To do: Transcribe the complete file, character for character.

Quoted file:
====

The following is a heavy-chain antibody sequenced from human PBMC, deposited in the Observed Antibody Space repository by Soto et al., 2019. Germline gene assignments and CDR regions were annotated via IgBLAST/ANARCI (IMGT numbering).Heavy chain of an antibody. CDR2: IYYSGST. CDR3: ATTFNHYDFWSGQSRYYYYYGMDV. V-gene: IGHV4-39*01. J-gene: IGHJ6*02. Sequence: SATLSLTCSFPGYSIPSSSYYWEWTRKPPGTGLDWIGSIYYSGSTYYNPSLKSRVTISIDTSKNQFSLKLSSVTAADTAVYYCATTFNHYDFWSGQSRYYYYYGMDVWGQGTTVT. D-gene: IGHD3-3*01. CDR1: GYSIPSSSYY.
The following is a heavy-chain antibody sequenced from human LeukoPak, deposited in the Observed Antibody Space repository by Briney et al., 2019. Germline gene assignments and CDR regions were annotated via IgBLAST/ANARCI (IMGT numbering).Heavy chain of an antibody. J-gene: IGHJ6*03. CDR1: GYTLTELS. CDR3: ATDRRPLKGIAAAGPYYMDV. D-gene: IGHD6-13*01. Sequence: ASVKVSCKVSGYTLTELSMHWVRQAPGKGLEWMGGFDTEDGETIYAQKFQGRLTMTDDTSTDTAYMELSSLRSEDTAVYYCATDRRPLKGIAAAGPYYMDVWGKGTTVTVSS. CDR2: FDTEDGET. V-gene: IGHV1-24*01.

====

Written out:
The following is a heavy-chain antibody sequenced from human PBMC, deposited in the Observed Antibody Space repository by Soto et al., 2019. Germline gene assignments and CDR regions were annotated via IgBLAST/ANARCI (IMGT numbering).Heavy chain of an antibody. CDR2: IYYSGST. CDR3: ATTFNHYDFWSGQSRYYYYYGMDV. V-gene: IGHV4-39*01. J-gene: IGHJ6*02. Sequence: SATLSLTCSFPGYSIPSSSYYWEWTRKPPGTGLDWIGSIYYSGSTYYNPSLKSRVTISIDTSKNQFSLKLSSVTAADTAVYYCATTFNHYDFWSGQSRYYYYYGMDVWGQGTTVT. D-gene: IGHD3-3*01. CDR1: GYSIPSSSYY.
The following is a heavy-chain antibody sequenced from human LeukoPak, deposited in the Observed Antibody Space repository by Briney et al., 2019. Germline gene assignments and CDR regions were annotated via IgBLAST/ANARCI (IMGT numbering).Heavy chain of an antibody. J-gene: IGHJ6*03. CDR1: GYTLTELS. CDR3: ATDRRPLKGIAAAGPYYMDV. D-gene: IGHD6-13*01. Sequence: ASVKVSCKVSGYTLTELSMHWVRQAPGKGLEWMGGFDTEDGETIYAQKFQGRLTMTDDTSTDTAYMELSSLRSEDTAVYYCATDRRPLKGIAAAGPYYMDVWGKGTTVTVSS. CDR2: FDTEDGET. V-gene: IGHV1-24*01.